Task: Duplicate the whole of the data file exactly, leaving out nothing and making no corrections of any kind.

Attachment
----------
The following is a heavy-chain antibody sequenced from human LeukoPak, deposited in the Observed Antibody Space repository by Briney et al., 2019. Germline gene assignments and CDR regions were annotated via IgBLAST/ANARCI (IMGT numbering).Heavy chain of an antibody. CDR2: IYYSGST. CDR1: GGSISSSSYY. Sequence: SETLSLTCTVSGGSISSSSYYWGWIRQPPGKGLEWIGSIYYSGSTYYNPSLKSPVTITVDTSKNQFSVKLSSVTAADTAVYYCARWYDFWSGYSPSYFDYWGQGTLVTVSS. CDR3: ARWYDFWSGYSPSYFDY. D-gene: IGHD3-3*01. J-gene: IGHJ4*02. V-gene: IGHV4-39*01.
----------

The following is a heavy-chain antibody sequenced from human LeukoPak, deposited in the Observed Antibody Space repository by Briney et al., 2019. Germline gene assignments and CDR regions were annotated via IgBLAST/ANARCI (IMGT numbering).Heavy chain of an antibody. CDR2: IYYSGST. CDR1: GGSISSSSYY. Sequence: SETLSLTCTVSGGSISSSSYYWGWIRQPPGKGLEWIGSIYYSGSTYYNPSLKSPVTITVDTSKNQFSVKLSSVTAADTAVYYCARWYDFWSGYSPSYFDYWGQGTLVTVSS. CDR3: ARWYDFWSGYSPSYFDY. D-gene: IGHD3-3*01. J-gene: IGHJ4*02. V-gene: IGHV4-39*01.